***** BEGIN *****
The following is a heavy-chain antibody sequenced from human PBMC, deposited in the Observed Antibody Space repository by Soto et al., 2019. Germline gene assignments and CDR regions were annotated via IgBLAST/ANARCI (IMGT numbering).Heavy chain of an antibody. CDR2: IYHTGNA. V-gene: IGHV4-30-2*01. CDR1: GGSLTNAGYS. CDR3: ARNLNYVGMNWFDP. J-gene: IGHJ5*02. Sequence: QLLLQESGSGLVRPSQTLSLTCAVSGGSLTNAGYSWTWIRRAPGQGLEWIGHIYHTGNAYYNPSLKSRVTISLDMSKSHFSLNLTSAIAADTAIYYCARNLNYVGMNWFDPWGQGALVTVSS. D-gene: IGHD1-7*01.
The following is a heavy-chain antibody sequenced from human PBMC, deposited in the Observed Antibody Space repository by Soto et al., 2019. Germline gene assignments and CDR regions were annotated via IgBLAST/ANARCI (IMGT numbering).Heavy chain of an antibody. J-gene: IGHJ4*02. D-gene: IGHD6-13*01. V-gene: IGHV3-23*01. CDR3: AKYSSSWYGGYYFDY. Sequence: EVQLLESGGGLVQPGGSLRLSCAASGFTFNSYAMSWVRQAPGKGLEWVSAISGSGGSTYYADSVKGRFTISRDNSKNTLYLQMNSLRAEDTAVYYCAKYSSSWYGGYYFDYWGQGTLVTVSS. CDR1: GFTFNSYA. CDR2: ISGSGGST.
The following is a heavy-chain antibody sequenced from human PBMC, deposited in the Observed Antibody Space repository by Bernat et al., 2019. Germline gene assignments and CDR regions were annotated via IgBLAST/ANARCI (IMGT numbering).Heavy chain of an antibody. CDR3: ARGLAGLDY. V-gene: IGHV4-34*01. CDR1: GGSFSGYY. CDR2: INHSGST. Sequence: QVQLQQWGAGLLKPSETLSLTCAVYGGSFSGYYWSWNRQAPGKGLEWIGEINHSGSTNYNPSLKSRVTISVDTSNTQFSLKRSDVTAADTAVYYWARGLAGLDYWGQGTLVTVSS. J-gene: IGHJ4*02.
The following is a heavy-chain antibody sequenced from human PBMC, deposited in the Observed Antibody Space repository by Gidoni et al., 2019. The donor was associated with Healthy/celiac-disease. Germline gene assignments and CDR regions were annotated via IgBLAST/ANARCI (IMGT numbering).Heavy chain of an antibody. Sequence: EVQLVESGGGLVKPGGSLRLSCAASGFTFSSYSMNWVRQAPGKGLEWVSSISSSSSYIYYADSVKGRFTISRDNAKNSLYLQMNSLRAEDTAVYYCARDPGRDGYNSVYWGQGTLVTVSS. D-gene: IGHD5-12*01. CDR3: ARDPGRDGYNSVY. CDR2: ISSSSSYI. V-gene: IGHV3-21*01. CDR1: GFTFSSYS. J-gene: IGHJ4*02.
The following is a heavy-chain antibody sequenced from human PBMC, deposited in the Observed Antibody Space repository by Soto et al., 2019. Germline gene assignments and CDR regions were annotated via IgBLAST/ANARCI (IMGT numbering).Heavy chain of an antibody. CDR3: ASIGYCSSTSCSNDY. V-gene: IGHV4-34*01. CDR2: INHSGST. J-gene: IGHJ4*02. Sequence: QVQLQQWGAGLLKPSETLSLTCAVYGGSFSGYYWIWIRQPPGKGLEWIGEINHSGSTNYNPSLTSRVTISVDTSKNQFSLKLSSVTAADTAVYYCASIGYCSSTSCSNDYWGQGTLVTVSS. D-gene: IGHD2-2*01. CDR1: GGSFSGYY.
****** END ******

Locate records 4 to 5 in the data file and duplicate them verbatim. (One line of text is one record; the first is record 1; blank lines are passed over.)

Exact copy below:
The following is a heavy-chain antibody sequenced from human PBMC, deposited in the Observed Antibody Space repository by Gidoni et al., 2019. The donor was associated with Healthy/celiac-disease. Germline gene assignments and CDR regions were annotated via IgBLAST/ANARCI (IMGT numbering).Heavy chain of an antibody. Sequence: EVQLVESGGGLVKPGGSLRLSCAASGFTFSSYSMNWVRQAPGKGLEWVSSISSSSSYIYYADSVKGRFTISRDNAKNSLYLQMNSLRAEDTAVYYCARDPGRDGYNSVYWGQGTLVTVSS. D-gene: IGHD5-12*01. CDR3: ARDPGRDGYNSVY. CDR2: ISSSSSYI. V-gene: IGHV3-21*01. CDR1: GFTFSSYS. J-gene: IGHJ4*02.
The following is a heavy-chain antibody sequenced from human PBMC, deposited in the Observed Antibody Space repository by Soto et al., 2019. Germline gene assignments and CDR regions were annotated via IgBLAST/ANARCI (IMGT numbering).Heavy chain of an antibody. CDR3: ASIGYCSSTSCSNDY. V-gene: IGHV4-34*01. CDR2: INHSGST. J-gene: IGHJ4*02. Sequence: QVQLQQWGAGLLKPSETLSLTCAVYGGSFSGYYWIWIRQPPGKGLEWIGEINHSGSTNYNPSLTSRVTISVDTSKNQFSLKLSSVTAADTAVYYCASIGYCSSTSCSNDYWGQGTLVTVSS. D-gene: IGHD2-2*01. CDR1: GGSFSGYY.